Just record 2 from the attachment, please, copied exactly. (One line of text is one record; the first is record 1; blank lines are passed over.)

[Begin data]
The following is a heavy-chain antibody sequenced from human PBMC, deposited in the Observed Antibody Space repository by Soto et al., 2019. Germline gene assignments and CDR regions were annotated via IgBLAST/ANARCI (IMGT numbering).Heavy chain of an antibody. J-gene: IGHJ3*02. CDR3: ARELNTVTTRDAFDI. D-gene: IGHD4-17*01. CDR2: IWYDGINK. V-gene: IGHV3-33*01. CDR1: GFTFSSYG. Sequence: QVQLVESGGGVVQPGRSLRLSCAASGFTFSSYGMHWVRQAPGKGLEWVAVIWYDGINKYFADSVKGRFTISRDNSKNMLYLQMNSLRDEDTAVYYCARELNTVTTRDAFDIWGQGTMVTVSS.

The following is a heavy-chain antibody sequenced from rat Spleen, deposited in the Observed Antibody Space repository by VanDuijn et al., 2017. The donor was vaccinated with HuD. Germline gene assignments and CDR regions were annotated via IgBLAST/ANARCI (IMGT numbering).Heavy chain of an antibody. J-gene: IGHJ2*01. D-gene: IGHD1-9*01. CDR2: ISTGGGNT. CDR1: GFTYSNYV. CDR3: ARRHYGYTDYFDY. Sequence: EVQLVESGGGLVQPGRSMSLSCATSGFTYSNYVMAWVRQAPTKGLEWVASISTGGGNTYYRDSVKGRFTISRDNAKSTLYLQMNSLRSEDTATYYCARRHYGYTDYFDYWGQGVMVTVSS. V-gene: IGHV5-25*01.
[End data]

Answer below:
The following is a heavy-chain antibody sequenced from rat Spleen, deposited in the Observed Antibody Space repository by VanDuijn et al., 2017. The donor was vaccinated with HuD. Germline gene assignments and CDR regions were annotated via IgBLAST/ANARCI (IMGT numbering).Heavy chain of an antibody. J-gene: IGHJ2*01. D-gene: IGHD1-9*01. CDR2: ISTGGGNT. CDR1: GFTYSNYV. CDR3: ARRHYGYTDYFDY. Sequence: EVQLVESGGGLVQPGRSMSLSCATSGFTYSNYVMAWVRQAPTKGLEWVASISTGGGNTYYRDSVKGRFTISRDNAKSTLYLQMNSLRSEDTATYYCARRHYGYTDYFDYWGQGVMVTVSS. V-gene: IGHV5-25*01.